Ballard’s mother, Debbie Pierce, sought Kline’s help in getting pregnant in 1979 after it was determined that her husband could not have children naturally. She allowed the physician to choose what she thought would be a suitable donor sample for the insemination procedure.
“He told us he would match us with a donor who looked like our husband,” Pierce said. “He was going to use the medical students – their sperm.”
Pierce, along with the nurses and doctors on Kline’s staff, were under the impression that each donor sample would be used a maximum of three times.
This rule was to help avoid sharing a bloodline to many people in a geographic area. But years later, due to Ballard’s initial 23andMe findings, it became clear that the rule had been broken.
“Finding out that I had siblings was wonderful,” Ballard admitted. “But there are eight of us, what’s going on here?”
After confirming that she and Harmon were half-sisters, the pair reunited with their half-brother Matt White via an online biology database.
His mother, Liz, was unintentionally injected with Kline’s semen 15 times before she finally became pregnant.
“It’s just too f-ked up. I just felt bad for my mom,” said White. “I mean, here she was, this young woman wanted to have a family like anyone else.”
In the film, Liz says that when she found out that her son shared Kline’s DNA, she felt like “I was raped 15 times and I didn’t even know it.”
Unfortunately for White, Ballard, and the rest of the physician’s descendants, they claim that the disease runs through Kline’s blood.
“He has an autoimmune disease,” said Jason Hyatt, one of the disgraced doctor’s biological children. In the film, Mark Farber, a former friend and colleague of Kline’s, remembers hearing that he had been suffering from rheumatoid arthritis on his hands from the ’70s.
“Her sperm would not have even been allowed to become a donor,” Hyatt said, noting the intensive health checks most sperm donors have to undergo any underlying diseases or deficiencies.
Almost all half-siblings, including Ballard, suffer from chorionic autoimmune diseases. However, according to audio of a recorded police interview with Kline in Doctor Who, he claimed, “All the pregnancies I did with my sample, and again few, had a healthy baby.”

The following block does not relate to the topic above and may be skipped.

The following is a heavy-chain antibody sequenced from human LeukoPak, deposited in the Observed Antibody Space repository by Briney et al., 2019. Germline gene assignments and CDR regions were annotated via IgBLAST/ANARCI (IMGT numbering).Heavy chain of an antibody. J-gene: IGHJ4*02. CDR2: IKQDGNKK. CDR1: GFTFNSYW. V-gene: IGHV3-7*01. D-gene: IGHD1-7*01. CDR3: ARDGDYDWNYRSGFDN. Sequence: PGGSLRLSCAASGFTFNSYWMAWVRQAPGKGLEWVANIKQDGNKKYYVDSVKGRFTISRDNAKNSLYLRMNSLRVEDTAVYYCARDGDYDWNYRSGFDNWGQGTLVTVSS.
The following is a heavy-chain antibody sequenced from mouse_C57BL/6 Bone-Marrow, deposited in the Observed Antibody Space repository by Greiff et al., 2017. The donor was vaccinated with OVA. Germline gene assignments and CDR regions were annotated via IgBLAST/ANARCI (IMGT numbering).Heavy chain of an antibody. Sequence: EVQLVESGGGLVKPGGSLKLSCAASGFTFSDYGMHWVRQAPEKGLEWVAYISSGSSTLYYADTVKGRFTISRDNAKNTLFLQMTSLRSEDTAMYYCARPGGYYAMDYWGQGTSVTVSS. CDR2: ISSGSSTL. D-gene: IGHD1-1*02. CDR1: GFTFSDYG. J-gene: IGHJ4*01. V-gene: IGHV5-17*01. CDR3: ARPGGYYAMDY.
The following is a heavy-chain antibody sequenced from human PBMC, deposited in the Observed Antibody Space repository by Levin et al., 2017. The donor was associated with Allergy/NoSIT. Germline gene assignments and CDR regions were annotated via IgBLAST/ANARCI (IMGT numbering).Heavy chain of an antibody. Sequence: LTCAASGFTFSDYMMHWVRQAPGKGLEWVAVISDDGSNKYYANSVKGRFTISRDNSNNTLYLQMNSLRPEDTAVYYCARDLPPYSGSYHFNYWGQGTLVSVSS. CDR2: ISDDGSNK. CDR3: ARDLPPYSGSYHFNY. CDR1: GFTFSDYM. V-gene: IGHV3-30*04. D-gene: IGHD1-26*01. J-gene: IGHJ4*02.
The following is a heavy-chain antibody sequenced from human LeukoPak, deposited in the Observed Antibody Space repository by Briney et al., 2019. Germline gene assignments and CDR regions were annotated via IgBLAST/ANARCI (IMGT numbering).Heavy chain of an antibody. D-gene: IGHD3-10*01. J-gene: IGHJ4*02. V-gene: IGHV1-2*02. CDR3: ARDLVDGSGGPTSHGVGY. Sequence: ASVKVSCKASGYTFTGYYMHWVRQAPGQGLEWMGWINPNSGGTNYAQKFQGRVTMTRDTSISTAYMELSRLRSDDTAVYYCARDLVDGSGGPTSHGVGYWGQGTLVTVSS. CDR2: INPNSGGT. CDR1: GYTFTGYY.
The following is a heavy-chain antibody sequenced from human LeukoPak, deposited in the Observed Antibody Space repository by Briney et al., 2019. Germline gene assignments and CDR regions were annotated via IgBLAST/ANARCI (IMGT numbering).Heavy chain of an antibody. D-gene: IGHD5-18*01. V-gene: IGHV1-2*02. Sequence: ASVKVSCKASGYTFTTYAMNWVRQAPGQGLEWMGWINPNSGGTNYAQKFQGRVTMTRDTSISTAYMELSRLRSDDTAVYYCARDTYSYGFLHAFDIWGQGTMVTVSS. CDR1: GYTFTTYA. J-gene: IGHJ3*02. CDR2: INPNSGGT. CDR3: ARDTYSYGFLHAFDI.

For Allison Kramer, 47, who also has health issues, it took a long time to accept that she and her twin sister Kline had children.
Even after taking a 23andMe DNA test and being matched as Ballard’s half-brother, Kramer couldn’t bring herself to believe that she was not the biological daughter of the man she grew up believing her father, Kline’s friend Farber. Had happened.
It wasn’t until her half-siblings called “Dr. Phil” in December 2019 that she was finally able to accept the truth.
But Kline’s wrongdoings, sadly, felt even more personal to Kramer.
“Don Kline was also my fertility doctor,” she confessed tearfully on camera. “He was my main GYN… He did my Pap exam, he did a breast test.”
She adds, “I don’t think any older woman would want someone close to her, who is of the opposite sex, to touch her like that.”
And while Kline’s sins may be legally unreported by now, Ballard refuses to rest until justice is served.
“Instead of destroying, you made me realize my self-worth,” she says of the Doctor in the film. “And you also told me what my purpose is.”
With the help of his new family members and their mothers, Ballard successfully worked to pass legislation in Indiana to make illegal donor insemination illegal. There is no federal law against it.
“I’m a fighter,” Ballard says in the doc. “And I’ll fight for every brother and sister I have that I know, who I don’t know, and for every woman you killed. And I’ll do that until F-King Day is my Death does not happen.